Distribution of patients in the mechanical ventilation process according to the mode of ventilation

At enrollment, 41 (11%) of the 374 patients analyzed were under assist-control ventilation (ACV). Among them, 19 (46%) progressed to the recovery phase (Not ready for weaning group), 11 (27%) progressed to the weaning phase (ZERO CPAP tolerance and SBT failure groups), and 11 (27%) progressed to the liberation phase (SNR group). Compared with patients with PSV at enrollment (325, 87%), there was no significant difference concerning the percentage of patients in the recovery (118, 36%), weaning (128, 40%) or liberation phase (79, 24%) (p = 0.211, p = 0.119, and p = 0.724; respectively) (Table 2).

Table 2 Distribution of patients in the mechanical ventilation process according to the mode of ventilation at enrollment

Description of screened non-randomized patients

Of the 93 patients included in the SNR group, 59 (65%) were male and the mean (± SD) age was 65 (± 13) years. The mean duration from intubation to enrollment was 4.5 (± 4.1) days. The mean Richmond agitation-sedation scale (RASS) was -1.01 (± 1.38) consistent with drowsy or light sedation (Table 1).

At the time of enrollment, a large majority of patients were under PSV (85%) with a mean FiO2 of 34 (± 6) %, pressure support of 8.7 (± 2.9) cmH20, and PEEP of 6.1 (± 1.6) cmH2O. The mean minute ventilation (VE) was 9.0 (± 3.1) L/min with a RR of 17.4 (± 4.4) breaths/min (Table 1).

All patients in the SNR group were extubated with a median [IQR] duration between initial screening and extubation of 5 [1–49] hours, and only 7 (8%) patients required reintubation. Among the latter, two patients subsequently died in intensive care unit (ICU). An additional five patients died in ICU despite getting extubated.

Comparison of baseline characteristics between non-randomized and randomized patients

Compared to the other groups, the SNR group contained a higher proportion of postoperative patients and had a higher PaO2/FiO2 ratio. The time from intubation to enrollment was shorter in the SNR group. Conversely, there was not strong evidence of differences among the groups in age, sex, and RASS. The sequential organ failure assessment (SOFA) on ICU admission was significantly higher in the SNR group, reflecting higher organ dysfunction, but this was not confirmed with other prognostic scores (Table 1).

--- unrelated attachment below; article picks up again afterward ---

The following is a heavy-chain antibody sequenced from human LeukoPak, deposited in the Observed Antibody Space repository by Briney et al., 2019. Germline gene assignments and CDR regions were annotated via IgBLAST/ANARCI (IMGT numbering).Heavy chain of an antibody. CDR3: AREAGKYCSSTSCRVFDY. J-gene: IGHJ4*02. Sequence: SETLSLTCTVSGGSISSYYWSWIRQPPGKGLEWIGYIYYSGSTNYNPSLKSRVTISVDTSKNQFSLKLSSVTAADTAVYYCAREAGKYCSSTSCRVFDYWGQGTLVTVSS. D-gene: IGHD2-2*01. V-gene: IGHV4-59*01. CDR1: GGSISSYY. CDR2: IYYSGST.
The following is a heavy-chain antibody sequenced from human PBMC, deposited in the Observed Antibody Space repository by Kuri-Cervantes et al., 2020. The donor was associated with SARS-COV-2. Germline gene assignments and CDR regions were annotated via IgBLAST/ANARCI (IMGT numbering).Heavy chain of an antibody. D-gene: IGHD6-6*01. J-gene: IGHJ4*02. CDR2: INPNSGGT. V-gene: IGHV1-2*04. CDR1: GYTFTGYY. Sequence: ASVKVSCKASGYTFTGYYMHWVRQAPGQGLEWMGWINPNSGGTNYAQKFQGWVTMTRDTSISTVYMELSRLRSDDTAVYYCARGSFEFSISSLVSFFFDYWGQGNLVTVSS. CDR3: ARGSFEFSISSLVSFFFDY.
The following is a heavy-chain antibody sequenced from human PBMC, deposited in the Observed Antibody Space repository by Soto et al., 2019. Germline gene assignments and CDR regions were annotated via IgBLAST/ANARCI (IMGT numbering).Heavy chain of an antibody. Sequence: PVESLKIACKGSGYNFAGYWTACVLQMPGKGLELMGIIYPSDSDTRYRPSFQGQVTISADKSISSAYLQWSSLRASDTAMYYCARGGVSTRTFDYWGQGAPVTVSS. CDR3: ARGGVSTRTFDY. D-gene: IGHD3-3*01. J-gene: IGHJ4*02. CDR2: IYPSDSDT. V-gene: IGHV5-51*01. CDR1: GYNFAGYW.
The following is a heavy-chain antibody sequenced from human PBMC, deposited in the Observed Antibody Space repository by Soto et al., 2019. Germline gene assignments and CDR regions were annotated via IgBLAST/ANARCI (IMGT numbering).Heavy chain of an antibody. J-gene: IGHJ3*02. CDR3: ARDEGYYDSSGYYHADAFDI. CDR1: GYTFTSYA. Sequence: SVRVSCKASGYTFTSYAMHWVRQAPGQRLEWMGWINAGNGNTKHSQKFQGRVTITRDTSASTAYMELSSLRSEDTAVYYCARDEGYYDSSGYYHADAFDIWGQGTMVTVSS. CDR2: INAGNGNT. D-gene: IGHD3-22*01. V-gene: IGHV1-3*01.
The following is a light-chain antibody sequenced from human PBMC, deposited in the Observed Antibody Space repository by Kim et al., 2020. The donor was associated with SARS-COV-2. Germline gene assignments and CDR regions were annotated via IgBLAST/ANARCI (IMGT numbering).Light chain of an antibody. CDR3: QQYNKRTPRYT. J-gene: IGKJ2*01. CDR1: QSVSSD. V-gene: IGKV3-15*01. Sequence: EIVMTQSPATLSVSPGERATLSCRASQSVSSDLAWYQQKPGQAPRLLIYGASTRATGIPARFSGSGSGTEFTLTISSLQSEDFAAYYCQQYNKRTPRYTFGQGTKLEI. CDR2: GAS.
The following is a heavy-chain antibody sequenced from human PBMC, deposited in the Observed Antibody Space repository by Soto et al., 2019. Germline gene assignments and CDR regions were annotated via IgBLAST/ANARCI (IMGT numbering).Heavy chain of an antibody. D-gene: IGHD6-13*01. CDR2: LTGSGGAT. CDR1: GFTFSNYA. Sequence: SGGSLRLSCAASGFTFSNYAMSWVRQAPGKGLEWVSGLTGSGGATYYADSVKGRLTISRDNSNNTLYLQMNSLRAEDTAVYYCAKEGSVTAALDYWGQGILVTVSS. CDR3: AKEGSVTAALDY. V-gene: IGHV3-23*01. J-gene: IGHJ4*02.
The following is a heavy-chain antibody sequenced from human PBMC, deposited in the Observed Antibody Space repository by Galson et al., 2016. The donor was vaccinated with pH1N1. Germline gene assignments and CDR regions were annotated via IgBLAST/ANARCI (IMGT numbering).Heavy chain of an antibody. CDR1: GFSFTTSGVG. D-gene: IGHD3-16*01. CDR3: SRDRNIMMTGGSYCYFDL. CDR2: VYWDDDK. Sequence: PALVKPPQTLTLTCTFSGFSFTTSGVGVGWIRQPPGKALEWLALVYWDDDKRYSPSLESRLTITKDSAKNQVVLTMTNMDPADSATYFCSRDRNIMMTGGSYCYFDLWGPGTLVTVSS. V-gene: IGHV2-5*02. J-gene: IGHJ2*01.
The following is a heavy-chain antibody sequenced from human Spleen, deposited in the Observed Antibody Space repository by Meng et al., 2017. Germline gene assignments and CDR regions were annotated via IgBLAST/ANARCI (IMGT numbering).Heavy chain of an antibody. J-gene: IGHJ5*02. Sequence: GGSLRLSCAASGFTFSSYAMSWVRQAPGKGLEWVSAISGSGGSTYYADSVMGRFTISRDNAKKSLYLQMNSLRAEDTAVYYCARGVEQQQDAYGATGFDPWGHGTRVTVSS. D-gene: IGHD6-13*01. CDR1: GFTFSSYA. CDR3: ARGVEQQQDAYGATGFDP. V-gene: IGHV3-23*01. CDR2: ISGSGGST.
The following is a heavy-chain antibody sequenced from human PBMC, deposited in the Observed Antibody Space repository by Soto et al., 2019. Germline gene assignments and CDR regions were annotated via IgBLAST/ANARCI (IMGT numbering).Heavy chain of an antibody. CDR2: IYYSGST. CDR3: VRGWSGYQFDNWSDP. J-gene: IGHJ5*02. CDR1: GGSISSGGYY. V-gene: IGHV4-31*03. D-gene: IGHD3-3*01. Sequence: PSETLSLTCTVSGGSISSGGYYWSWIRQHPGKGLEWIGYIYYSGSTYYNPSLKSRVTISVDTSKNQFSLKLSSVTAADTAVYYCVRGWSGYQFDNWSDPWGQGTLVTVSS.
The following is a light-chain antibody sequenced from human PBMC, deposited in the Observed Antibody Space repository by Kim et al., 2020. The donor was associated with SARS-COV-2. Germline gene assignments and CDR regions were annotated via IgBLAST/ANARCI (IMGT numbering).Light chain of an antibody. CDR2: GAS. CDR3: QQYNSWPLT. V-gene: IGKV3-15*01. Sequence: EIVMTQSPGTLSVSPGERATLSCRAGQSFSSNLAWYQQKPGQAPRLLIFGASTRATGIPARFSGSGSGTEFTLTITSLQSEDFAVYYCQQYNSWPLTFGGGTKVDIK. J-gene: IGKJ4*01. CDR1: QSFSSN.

Although the ventilation mode was similar between groups (see Additional file 5: Table E5), the initial ventilator settings slightly differed with a lower level of FiO2, pressure support and PEEP in the SNR group. These differences were significant when compared with the Not ready for weaning and ZERO CPAP tolerance failure groups, while they disappeared when compared with the SBT failure group. Likewise, the RR was lower in the SNR group compared to the Not ready for weaning group, leading to a significant decrease in VE (Table 1 and Fig. 2).

Fig. 2
figure 2

Ventilator settings and respiratory parameters at baseline (pre-randomization) according groups. Data presented as mean ± standard deviation. Pairwise comparisons between groups by Tukey Honest Significant Difference Test where p = 0.05 was taken as a threshold for these post-hoc comparisons: * Difference (p < 0.05) between Not ready for weaning group vs. SNR group. † Difference (p < 0.05) between ZERO CPAP tolerance failure group vs. SNR group. § Difference (p < 0.05) between SBT failure group vs. SNR group. SNR: screened and non-randomized, FiO2: fraction of inspired oxygen, CPAP: continuous positive airway pressure, PEEP: positive end-expiratory pressure, SBT: spontaneous breathing trial


The major findings of this study are as follow: first, the stepwise algorithm developed for screening and randomizing patients in the PROMIZING trial was helpful in identifying patients who were ready to be separated from the ventilator. Second, a surprisingly large proportion of patients (25% in the present study) for whom clinicians predicted a duration of ventilation higher than 24 h were ultimately determined by the algorithm to be ready for liberation from MV. These patients were extubated within a median delay of 5 h from time of enrollment, and only 7 (8%) required reintubation. This low reintubation rate confirmed that the algorithm was safe [13]. Compared to patients not ready for extubation, they had a slightly lower PSV, PEEP and VE. In contrast, the mode of ventilation at enrollment and the level of sedation were similar.

It is difficult for clinicians to determine when a patient is ready to advance from the acute phase of critical illness (requiring full ventilatory support) to the recovery phase (partial ventilatory support) and ultimately, the weaning phase. Several factors could explain this observation such as the absence of simple bedside parameters (e.g., PaO2/FiO2 ratio or respiratory system compliance) to predict with certainty the safety and tolerability of allowing patients to share the work of breathing and subsequently start SBTs. Furthermore, the risk of post-extubation respiratory failure requiring reintubation (occurring in up to 15% of cases) is associated with a high mortality rate [13, 14]. Consequently, clinicians frequently tend to underestimate the capacity of patients to be successfully weaned and breathe without assistance, leading to a risk of delayed extubation and exposing patients to unnecessary discomfort and complications (e.g., ventilation-acquired pneumonia) [1]. To avoid delays in the weaning process, international guidelines suggested the implementation of a ventilator liberation protocol to identify patients ready for extubation [3, 15, 16]. To date, guidelines have focused on the weaning phase of MV by proposing a daily interruption of sedation and performing a SBT (PSV with low support pressure, CPAP or T-piece trial) as soon as possible [17]. Because the absence of clear guidance concerning the recovery phase (i.e., when to switch the ventilator from a controlled mode to an assisted mode, and perform these tests) and a lack of objective criteria for deciding if a patient is ready for extubation, our algorithm might add substantial improvements to the current recommendations.